Snoring can bother your bed partner, and can sometimes be a red flag for health conditions (notably, obstructive sleep apnea). But sometimes you’ve got a snoring habit that is harmless and still drives your partner nuts. Here are some of the ways you can become a quieter sleeper.
Change your sleeping position
For many people, snoring is more likely when lying on your back compared to your side. (Gravity pulls on some of the body’s tissues, narrowing the airway, and this is most noticeable when you’re face-up.)
The traditional fix for this is to sew a pocket on the back of your nightshirt, and put a tennis ball in that pocket so you won’t roll onto your back in the middle of the night. An even simpler method is to go to bed on your side, with a body pillow behind you to prevent rolling. There are also anti-snoring pillows that gently encourage you to keep your head tilted to the side.
Easier said than done, but if you need another reason to quit, consider this one. Smoking irritates and narrows the airway, which can trigger or exacerbate snoring. (If the snorer isn’t you, we have a guide to supporting a loved one who wants to quit.)
Consider your use of alcohol and medication
Some drugs can cause the muscles around the airway to relax, which can lead to more snoring. Alcohol is one of these, so if you drink a lot or if you tend to drink before bed, cutting back may help.
Some medications can have a similar effect. If you’ve been prescribed a sedative, talk to your doctor about alternatives or about whether it would be ok to take your last dose well in advance of bedtime.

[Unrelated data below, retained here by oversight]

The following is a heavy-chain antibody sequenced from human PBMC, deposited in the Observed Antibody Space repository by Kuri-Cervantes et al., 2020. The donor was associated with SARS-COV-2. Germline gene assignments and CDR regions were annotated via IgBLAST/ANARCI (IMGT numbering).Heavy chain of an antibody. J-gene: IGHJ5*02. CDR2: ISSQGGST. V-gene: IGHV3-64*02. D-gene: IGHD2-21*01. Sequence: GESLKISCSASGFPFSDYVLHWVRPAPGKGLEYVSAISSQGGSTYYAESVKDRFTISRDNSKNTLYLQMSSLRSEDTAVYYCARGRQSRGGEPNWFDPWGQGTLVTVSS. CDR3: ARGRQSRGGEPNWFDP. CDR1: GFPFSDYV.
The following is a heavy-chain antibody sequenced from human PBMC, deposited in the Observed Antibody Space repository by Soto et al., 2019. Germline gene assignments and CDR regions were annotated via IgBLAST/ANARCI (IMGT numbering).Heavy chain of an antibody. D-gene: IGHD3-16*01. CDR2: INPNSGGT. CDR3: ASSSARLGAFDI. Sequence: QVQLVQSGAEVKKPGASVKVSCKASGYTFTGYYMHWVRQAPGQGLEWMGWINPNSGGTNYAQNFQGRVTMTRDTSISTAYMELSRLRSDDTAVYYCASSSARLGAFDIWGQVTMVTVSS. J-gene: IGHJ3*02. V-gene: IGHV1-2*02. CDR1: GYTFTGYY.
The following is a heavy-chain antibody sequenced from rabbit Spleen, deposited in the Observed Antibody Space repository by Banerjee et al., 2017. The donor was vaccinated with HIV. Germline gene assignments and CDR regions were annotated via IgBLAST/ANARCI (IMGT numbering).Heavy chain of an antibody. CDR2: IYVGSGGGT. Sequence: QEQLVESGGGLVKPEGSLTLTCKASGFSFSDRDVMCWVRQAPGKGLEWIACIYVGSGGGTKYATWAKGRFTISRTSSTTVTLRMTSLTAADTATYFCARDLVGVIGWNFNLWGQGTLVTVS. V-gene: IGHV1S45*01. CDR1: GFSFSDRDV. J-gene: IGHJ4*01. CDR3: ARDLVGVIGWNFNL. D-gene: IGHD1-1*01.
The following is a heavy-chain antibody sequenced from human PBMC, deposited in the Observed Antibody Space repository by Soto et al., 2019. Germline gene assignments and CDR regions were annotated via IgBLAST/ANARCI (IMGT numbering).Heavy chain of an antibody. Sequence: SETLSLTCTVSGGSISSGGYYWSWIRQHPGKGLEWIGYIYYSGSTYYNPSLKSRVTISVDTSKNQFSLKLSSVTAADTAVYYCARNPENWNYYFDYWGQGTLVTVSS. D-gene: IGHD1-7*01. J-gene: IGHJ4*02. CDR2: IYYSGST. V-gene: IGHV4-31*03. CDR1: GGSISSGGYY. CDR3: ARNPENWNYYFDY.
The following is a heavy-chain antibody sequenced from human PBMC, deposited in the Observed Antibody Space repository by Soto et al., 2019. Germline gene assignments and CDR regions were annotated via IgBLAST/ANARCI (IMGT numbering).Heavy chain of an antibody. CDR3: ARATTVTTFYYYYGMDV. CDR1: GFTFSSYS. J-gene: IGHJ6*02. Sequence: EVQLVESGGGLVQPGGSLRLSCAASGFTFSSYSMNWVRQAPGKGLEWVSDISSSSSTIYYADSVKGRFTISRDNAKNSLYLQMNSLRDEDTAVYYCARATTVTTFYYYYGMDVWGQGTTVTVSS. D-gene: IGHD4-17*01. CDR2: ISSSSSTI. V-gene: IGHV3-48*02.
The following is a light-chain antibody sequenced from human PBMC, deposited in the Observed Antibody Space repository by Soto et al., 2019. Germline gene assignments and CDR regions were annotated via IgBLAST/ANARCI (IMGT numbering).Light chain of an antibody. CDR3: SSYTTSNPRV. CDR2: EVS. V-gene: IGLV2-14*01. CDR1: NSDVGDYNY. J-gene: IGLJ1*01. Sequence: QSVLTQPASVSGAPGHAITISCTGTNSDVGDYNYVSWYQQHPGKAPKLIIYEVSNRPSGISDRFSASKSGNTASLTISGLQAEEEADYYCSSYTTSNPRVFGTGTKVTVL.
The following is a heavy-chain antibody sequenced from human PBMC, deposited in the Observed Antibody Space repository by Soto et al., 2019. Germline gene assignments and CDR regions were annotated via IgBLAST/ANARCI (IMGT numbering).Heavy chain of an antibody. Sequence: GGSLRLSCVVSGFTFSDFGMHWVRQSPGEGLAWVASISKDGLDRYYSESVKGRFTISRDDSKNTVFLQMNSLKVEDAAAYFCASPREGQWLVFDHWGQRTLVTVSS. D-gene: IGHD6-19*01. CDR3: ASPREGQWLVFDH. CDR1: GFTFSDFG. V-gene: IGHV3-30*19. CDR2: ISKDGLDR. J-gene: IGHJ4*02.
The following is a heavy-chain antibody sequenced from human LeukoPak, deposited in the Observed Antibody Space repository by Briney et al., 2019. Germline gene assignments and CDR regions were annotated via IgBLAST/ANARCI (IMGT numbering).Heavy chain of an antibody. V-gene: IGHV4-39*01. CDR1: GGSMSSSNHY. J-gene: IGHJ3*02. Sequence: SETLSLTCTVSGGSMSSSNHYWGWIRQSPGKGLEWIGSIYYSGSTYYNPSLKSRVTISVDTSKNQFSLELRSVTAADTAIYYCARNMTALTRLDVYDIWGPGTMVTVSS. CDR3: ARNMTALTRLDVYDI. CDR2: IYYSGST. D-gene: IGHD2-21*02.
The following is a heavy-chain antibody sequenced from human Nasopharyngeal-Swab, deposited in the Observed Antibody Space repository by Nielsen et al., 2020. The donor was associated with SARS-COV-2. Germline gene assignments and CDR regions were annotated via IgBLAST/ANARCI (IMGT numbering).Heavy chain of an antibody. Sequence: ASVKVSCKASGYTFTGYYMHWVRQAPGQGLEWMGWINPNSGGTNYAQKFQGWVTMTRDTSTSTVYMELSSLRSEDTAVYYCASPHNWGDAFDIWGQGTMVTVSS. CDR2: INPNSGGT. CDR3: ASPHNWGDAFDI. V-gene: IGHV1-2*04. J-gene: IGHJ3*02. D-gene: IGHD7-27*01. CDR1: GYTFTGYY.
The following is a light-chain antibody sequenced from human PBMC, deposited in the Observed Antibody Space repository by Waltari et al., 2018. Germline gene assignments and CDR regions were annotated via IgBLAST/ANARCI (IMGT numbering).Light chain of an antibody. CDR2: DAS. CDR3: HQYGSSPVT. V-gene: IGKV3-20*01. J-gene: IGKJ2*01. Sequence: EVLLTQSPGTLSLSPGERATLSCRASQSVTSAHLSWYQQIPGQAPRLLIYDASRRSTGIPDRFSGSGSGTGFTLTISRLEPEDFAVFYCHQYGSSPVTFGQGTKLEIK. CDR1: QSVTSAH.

Take care of medical conditions
Many medical conditions can cause or worsen snoring. Obstructive sleep apnea is the biggest one. You should definitely ask a doctor about this if your snoring is particularly loud and frequent, and especially if your snoring sounds like gasping or choking.
But other conditions can increase snoring, as well, so mention this if you’re getting checked out for another medical issue. Hypothyroidism, for example, may have snoring as one of the symptoms.
The Sleep Foundation recommends getting checked out if your snoring happens more than three nights a week, if you’re drowsy or have trouble focusing during the day, or if the snoring occurred with recent weight gain, to name a few of the sleep apnea warning signs. Check out the full list here.
Clear up congestion
If your nose is congested, you’ll probably end up breathing through your mouth. In that case, treating the congestion could decrease your snoring.
If you have a cold or respiratory infection, you’ll get better soon enough; decongestants may help a bit in the meantime. If your stuffy nose is caused by another factor, like allergies, consider removing allergens or taking allergy medication. (As a dust-allergic person, I love my allergen-proof pillow covers and I have an air purifier near the bed — I don’t think I snore, but just saying.)
Open your airways
There are devices that can help keep your airways open during the night. The simplest is a stick-on nasal strip, which holds your nostrils a bit more open. There are also nasal dilators that you wear internally.
If things are a bit more serious, you may even want a mouthguard. There are tongue-retaining devices to keep your tongue from slipping back toward your throat, mandibular advancement devices that subtly reposition your jaw, and devices that combine the two. The Sleep Foundation has a rundown of a few different models’ pros and cons.
If your airway tends to get blocked due to anatomical reasons — like if you have a deviated septum, nasal polyps, or unusually large tonsils — there are surgeries that can help. Consider that just one more reason to seek medical help if your snoring is particularly bothersome.
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